Furthermore, there is a need to relate ecological and social factors to the landscape in a spatially explicit manner (Field et al., 2003; Pijanowski et al., 2009; Shkaruba and Kireyeu, 2013).

This paper adopts a spatially explicit approach to understanding factors that influence forest cover in Panamanian social-ecological systems. According to national reports and remote sensing, Panama had 44% forest cover in 2010 and, between 2005 and 2010, lost 0.36% of its land cover annually to deforestation (Food and Agriculture Organization, 2010). Eastern Panama, home to the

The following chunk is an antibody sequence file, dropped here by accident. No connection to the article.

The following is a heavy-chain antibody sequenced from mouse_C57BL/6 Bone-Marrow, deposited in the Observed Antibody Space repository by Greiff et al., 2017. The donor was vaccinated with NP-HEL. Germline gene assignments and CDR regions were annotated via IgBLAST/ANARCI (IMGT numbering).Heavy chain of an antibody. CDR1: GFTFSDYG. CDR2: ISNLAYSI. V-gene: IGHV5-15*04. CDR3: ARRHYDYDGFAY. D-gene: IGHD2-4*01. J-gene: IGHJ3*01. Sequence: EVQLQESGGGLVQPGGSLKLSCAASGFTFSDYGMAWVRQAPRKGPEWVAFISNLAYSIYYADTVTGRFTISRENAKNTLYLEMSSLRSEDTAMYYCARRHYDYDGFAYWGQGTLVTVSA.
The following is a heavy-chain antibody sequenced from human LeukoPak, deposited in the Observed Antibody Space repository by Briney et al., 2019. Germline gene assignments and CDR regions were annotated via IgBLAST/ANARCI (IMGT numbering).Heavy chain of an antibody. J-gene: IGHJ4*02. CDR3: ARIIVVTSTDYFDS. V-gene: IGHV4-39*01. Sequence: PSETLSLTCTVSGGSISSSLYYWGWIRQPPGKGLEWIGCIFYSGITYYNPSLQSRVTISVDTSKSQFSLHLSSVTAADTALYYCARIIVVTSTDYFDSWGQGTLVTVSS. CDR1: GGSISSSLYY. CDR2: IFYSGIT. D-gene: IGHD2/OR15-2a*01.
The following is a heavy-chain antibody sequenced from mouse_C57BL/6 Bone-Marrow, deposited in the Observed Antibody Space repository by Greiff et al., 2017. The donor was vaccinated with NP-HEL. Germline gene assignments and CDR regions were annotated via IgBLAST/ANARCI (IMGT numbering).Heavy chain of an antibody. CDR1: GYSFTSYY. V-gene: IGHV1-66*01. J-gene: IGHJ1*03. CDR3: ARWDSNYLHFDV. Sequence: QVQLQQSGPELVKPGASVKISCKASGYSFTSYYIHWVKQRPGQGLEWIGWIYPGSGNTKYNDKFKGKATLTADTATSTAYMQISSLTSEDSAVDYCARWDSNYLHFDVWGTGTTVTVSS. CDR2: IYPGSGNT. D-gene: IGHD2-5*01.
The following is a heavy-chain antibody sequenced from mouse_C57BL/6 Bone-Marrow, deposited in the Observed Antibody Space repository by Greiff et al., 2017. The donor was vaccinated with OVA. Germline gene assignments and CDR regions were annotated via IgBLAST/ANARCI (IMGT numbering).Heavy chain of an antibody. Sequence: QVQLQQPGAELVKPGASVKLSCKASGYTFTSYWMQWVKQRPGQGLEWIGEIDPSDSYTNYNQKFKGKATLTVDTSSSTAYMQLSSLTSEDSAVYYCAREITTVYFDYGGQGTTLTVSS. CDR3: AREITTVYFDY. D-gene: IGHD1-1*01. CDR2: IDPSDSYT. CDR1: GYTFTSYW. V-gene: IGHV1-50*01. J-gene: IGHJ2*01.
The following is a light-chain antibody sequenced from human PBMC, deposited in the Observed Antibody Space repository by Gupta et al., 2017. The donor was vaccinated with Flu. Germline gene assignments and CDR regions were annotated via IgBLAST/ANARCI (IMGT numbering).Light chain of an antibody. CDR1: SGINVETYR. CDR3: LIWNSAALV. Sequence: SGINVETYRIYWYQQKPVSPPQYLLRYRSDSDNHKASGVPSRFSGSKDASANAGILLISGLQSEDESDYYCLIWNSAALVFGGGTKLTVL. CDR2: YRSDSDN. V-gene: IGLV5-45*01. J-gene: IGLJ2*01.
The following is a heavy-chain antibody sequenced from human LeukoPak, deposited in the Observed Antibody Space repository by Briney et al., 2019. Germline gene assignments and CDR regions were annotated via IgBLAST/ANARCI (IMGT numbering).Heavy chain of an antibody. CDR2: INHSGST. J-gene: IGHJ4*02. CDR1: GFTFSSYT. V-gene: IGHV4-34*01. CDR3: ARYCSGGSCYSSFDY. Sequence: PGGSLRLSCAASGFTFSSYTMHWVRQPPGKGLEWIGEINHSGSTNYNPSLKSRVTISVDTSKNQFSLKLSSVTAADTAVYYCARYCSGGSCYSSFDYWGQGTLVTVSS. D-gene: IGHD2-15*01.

Embera, Wounaan and Guna Indigenous peoples where this study took place, was characterised by Wassenaar et al. (2007) as mostly forest with scattered forest loss to pasture and cropland. The conventional view of indigenous communities as forest stewards was recently supported in Panama, as Vergara-Asenjo and Potvin (2014) showed that indigenous territories, including claimed lands without legal title, and protected areas were more effective at avoiding deforestation than other tenure regimes between 1992 and 2008, and 2000 and 2008. Despite sharing the same ecoregion, recent settlement history in a frontier zone, cultural background, bounded property system and distance to market, two neighbouring Embera territories, namely Piriati- and Ipeti-Embera in the Choco-Darien moist forest of eastern Panama, are perceived by their inhabitants as disparate landscapes. While Ipeti maintains forest, deforestation is a focal concern of local leaders in Piriati, leading them to commission DS and CP to verify and determine the reasons for this disparity. This request provided a unique opportunity to identify combinations of social-ecological factors that drive deforestation.